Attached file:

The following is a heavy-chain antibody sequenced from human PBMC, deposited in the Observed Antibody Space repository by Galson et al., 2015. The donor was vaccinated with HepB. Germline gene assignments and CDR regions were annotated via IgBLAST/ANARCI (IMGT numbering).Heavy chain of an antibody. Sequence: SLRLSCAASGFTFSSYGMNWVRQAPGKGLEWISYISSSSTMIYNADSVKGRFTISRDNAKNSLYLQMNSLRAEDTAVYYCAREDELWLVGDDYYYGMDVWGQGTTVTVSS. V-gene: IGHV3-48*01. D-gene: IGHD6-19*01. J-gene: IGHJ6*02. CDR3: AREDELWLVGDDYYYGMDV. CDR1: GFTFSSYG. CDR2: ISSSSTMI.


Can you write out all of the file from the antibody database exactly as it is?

The following is a heavy-chain antibody sequenced from human PBMC, deposited in the Observed Antibody Space repository by Galson et al., 2015. The donor was vaccinated with HepB. Germline gene assignments and CDR regions were annotated via IgBLAST/ANARCI (IMGT numbering).Heavy chain of an antibody. Sequence: SLRLSCAASGFTFSSYGMNWVRQAPGKGLEWISYISSSSTMIYNADSVKGRFTISRDNAKNSLYLQMNSLRAEDTAVYYCAREDELWLVGDDYYYGMDVWGQGTTVTVSS. V-gene: IGHV3-48*01. D-gene: IGHD6-19*01. J-gene: IGHJ6*02. CDR3: AREDELWLVGDDYYYGMDV. CDR1: GFTFSSYG. CDR2: ISSSSTMI.